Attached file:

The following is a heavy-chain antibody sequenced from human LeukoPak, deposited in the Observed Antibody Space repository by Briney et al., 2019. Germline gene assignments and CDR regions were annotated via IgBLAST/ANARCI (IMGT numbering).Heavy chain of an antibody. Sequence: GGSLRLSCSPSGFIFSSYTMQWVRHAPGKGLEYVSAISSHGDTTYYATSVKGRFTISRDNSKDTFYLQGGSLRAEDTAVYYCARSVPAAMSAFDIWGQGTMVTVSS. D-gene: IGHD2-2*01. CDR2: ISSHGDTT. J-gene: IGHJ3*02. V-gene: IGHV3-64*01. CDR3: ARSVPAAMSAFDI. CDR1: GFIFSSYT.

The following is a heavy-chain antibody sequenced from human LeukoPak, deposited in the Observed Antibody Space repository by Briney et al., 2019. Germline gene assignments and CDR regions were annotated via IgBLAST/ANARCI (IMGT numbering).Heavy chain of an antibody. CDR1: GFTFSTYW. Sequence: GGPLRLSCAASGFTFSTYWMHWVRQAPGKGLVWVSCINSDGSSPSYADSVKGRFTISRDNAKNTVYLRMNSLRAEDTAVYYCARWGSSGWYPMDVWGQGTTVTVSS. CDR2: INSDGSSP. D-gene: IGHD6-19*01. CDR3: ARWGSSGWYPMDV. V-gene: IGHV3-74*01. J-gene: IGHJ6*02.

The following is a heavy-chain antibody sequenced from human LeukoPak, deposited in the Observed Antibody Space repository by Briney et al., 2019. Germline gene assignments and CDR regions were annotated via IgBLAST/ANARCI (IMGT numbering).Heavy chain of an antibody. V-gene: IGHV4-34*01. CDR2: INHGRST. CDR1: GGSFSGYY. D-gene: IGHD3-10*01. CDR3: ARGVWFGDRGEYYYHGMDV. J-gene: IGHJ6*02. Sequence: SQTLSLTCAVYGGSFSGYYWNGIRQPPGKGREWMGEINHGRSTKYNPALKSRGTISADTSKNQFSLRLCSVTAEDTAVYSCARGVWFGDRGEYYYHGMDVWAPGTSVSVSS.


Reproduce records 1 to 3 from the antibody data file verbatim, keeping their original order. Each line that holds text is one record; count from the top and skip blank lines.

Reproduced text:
The following is a heavy-chain antibody sequenced from human LeukoPak, deposited in the Observed Antibody Space repository by Briney et al., 2019. Germline gene assignments and CDR regions were annotated via IgBLAST/ANARCI (IMGT numbering).Heavy chain of an antibody. Sequence: GGSLRLSCSPSGFIFSSYTMQWVRHAPGKGLEYVSAISSHGDTTYYATSVKGRFTISRDNSKDTFYLQGGSLRAEDTAVYYCARSVPAAMSAFDIWGQGTMVTVSS. D-gene: IGHD2-2*01. CDR2: ISSHGDTT. J-gene: IGHJ3*02. V-gene: IGHV3-64*01. CDR3: ARSVPAAMSAFDI. CDR1: GFIFSSYT.

The following is a heavy-chain antibody sequenced from human LeukoPak, deposited in the Observed Antibody Space repository by Briney et al., 2019. Germline gene assignments and CDR regions were annotated via IgBLAST/ANARCI (IMGT numbering).Heavy chain of an antibody. CDR1: GFTFSTYW. Sequence: GGPLRLSCAASGFTFSTYWMHWVRQAPGKGLVWVSCINSDGSSPSYADSVKGRFTISRDNAKNTVYLRMNSLRAEDTAVYYCARWGSSGWYPMDVWGQGTTVTVSS. CDR2: INSDGSSP. D-gene: IGHD6-19*01. CDR3: ARWGSSGWYPMDV. V-gene: IGHV3-74*01. J-gene: IGHJ6*02.

The following is a heavy-chain antibody sequenced from human LeukoPak, deposited in the Observed Antibody Space repository by Briney et al., 2019. Germline gene assignments and CDR regions were annotated via IgBLAST/ANARCI (IMGT numbering).Heavy chain of an antibody. V-gene: IGHV4-34*01. CDR2: INHGRST. CDR1: GGSFSGYY. D-gene: IGHD3-10*01. CDR3: ARGVWFGDRGEYYYHGMDV. J-gene: IGHJ6*02. Sequence: SQTLSLTCAVYGGSFSGYYWNGIRQPPGKGREWMGEINHGRSTKYNPALKSRGTISADTSKNQFSLRLCSVTAEDTAVYSCARGVWFGDRGEYYYHGMDVWAPGTSVSVSS.